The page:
It is said that no prominent Sinn Fein member has ever joined or encouraged participation in any white line picket for Maghaberry. Indeed it is said that some prominent Sinn Fein members have ridiculed and jeered those who did march. Last week a rally was held at Casement Park to honor the memory of the hunger strikers of 1981. Republican political prisoners in Maghaberry are resisting the very same policy of criminalization which the British tried to impose upon the blanket-men only to be beaten back by the hunger strike martyrs. It is claimed that a request to have a mother of one of these prisoners read a short statement, as a show of solidarity, was denied. It is claimed that a promise to have one of the platform members read the statement was broken. Clearly the main speech of the rally was directed at agreement with the DUP on a new Stormont administration, not justice for political prisoners held by that administration. If Sinn Fein were truly fighting the injustices inflicted by the crown upon political prisoners at Maghaberry, would not a simple statement read on behalf of these prisoners have demonstrated to the British that this issue is one which Sinn Fein will not ignore or defuse or relegate to an occasional newspaper article?


The latest manipulation of the Diplock Courts seems to be the attempt to sentence Republicans on the basis of fabricated DNA evidence. DNA evidence is easily planted. It can be gathered in any house raid. It leaves no telltale signs like visible injuries. It has the advantage that most people will not understand or question ostensibly irrefutable scientific data, in the way that a confession under torture is immediately understood.

This British legal manipulation came to light in the case of Mark Carroll and Martin Brogan, and then later in the related case of Seamus Doherty. In scenes that seemed plagiarized from the script of “In the Name of the Father”, one of the members of the legal team, Aidan Carlin found written notes detailing that items had been unsealed and taken away to allow for fabricated DNA to be planted. The test conductors were requested to change their findings to make a case. These charges were dismissed and the case investigated by UTV. A Sinn Fein Councilor Martin Cunningham is now an ex-Sinn Fein Councilor because he sought to highlight this case which concerned Republicans living within his Council district, and was censured for doing so. Much later, the case would be noted in a Sinn Fein pamphlet as an example of an injustice highlighted by the party.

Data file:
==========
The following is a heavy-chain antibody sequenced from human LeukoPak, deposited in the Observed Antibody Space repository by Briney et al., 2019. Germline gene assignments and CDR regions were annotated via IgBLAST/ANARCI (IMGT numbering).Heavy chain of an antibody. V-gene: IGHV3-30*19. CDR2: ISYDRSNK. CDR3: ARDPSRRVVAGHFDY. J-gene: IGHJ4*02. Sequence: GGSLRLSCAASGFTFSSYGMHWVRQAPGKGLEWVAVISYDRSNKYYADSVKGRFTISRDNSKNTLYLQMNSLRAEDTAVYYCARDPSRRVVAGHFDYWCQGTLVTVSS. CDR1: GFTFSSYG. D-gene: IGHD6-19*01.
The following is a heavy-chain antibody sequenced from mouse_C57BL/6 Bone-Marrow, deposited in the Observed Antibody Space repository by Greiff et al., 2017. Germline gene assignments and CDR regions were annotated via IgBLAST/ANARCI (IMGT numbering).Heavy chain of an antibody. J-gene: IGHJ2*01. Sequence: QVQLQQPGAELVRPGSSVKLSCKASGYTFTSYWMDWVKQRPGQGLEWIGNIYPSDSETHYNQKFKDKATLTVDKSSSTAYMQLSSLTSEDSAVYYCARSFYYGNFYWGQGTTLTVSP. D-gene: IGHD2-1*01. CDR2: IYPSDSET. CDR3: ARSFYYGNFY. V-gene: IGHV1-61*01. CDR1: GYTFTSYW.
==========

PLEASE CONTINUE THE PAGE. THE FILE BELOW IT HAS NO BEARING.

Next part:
No member of the crown forces has been demoted or disciplined, much less prosecuted for this blatant attempt to frame innocent Irishmen. A clear signal was sent by the crown. You may fabricate evidence against selected Republicans with impunity.

Next month the crown prosecution of Sean Hoey will commence based upon evidence that his solicitor Peter Corrigan and many human rights campaigners believe will make that trial the next miscarriage of justice, based on similarly gathered and planted DNA. Can and will Sinn Fein join in exposing and fighting this injustice?


The timing is also not overlooked. The fight for justice of Michael Mc Kevitt like the repatriation battle of Aidan Hulme and other Republicans held in England has been ongoing for years. The silence of Sinn Fein until now has been deafening. The Mc Kevitt case involved a myriad of issues such as the involvement of a British MI5 agent in the south, scripted and bought perjury, the refusal to disclose exculpatory evidence, the right of silence, trial by media. A campaign for justice has gathered momentum and enlisted the support of prominent and respected human rights workers. Will Sinn Fein endorse the campaign and raise the issue as a matter of justice on the floor of Leinster House? Will it publicly raise the delays or denial of repatriation to Irish political prisoners, in a manner which shows that such commitment is genuine and not a public relations gesture?


This debate and these questions can only be answered by Sinn Fein. Much like the support which Republican prisoners received in the past from Church, political and human rights leaders who did not endorse the campaigns of the IRA or INLA, but supported them as a matter of justice, Sinn Fein can support Republican political prisoners with whom there is a fundamental disagreement on the Stormont Deal. Real support on such terms would be witnessed and welcomed. However, if the party can no longer expose and fight injustice because it is trapped within the constraints of the Stormont Deal, that too will be witnessed and understood within the Republican grass-roots.